In an interview with The Associated Press on the day she was fired, Bell said she did not get a “fair shake” from the station, and that the focus on her comments was a distraction from the issue of “African-Americans being killed by other African-Americans.”

 
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Posted by on June 21, 2016 in News, The Definition of Racism

 

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Racism and Rock and Roll

There is no question that Rock and Roll owes it’s roots to black music. And in the 50’s and even early 60’s songs written by black musicians were stolen and made hugely popular with white audiences by segregated radio. It took decades for those black artists to receive compensation for their work. The first Rock Superstar was Elvis Presley, although there were a number of others, including Buddy Holly, Johnny Cash, and Jerry Lee Lewis who aspired to the throne. Several of Elvis’ big hits were covers of black musicians music. Bu he also “borrowed” from white musicians. In particular Blue Suede Shoes was a cover of Carl Perkins.

Elvis learned his chops playing with, and befriending black musicians. Because of his “Rockabilly” style, upbringing, and birthplace, a lot of black folks assumed Elvis was a bigot. There is no evidence to support that, although in a racist South, he, like all of the 50’s rock musicians performed with all white bands. The people who actually performed in the Studio recordings however – were a different story.

The Truth About Elvis and the History of Racism in Rock

Racism In Rock

Elvis has long been vilified as the face of racism and cultural appropriation in rock music—but it’s the legacy of the genre (and the truth about Elvis) that merits closer scrutiny.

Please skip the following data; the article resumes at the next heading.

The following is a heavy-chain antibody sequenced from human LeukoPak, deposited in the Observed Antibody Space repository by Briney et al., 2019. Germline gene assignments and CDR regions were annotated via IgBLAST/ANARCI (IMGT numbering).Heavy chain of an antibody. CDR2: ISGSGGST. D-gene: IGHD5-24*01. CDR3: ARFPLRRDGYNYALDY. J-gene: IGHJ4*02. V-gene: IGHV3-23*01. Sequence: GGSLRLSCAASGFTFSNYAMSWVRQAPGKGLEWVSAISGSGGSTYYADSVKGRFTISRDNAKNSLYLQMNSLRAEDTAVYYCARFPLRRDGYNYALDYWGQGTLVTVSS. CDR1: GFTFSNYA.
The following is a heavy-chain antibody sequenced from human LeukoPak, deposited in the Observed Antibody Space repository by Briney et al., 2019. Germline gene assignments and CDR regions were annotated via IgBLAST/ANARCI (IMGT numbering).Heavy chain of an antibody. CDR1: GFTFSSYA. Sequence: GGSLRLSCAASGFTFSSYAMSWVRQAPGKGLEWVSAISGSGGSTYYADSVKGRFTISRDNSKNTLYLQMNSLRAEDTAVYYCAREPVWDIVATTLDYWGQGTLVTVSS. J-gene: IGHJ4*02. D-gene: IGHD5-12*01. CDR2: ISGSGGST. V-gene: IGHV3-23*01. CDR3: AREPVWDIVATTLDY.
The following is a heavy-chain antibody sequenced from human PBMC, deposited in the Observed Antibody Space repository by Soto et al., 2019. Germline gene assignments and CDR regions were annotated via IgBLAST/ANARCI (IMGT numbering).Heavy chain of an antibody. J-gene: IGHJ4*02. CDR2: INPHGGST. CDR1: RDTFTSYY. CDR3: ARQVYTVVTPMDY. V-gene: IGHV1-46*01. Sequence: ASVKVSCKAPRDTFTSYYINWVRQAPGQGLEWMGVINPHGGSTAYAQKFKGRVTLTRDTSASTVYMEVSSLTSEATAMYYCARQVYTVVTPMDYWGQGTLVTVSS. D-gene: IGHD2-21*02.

Rock music’s legacy is conflicted.

It’s a genre that transformed American culture in a way that re-shaped racial dynamics, but it also came to embody them. Music that at one point in the 1950s seemed to herald the deterioration of racial boundaries, gender norms and cultural segregation had, by the 1970s, become re-defined as a white-dominated, male-dominated multi-million dollarindustry. In the years between, rock ‘n’ roll matured into “rock” and the counterculture embraced anti-establishment ideas like integration and women’s rights—without ever really investing in tearing down white supremacy in any real, measurable way. In that, rock’s history with race is sometimes naïve, sometimes willfully ignorant, and sometimes undeniably hypocritical.

“Elvis was a hero to most but he never meant shit to me. See straight up racist that sucker was, simple and plain…”

It’s one of the most well-known and significant lines in hip-hop history. Public Enemy’s high-profile smackdown of white America’s “King of Rock ‘N’ Roll” resonated and reverberated throughout hip-hop nation in a way that even overshadowed the Flavor Flavlyrical gut-punch of John Wayne that completed the infamous couplet. On a certain level, the line was symbolic of hip-hop’s intentional dismantling of America’s white iconography; this was a new generation that wasn’t going to be beholden to your heroes or your standards. We’ve got our own voice, it announced. You will be forced to reckon with that voice.

That line also hit so hard because Elvis Presley’s racism has long been a part of his image and reputation in the black community. His notorious quote (“The only thing Negroes can do for me is buy my records and shine my shoes”), solidified his villainy amongst black people. His is the legacy of cultural appropriation and white privilege—made doubly offensive by the fact that he was so dismissive and contemptuous of the black people from whom he’d stolen rock ‘n’ roll.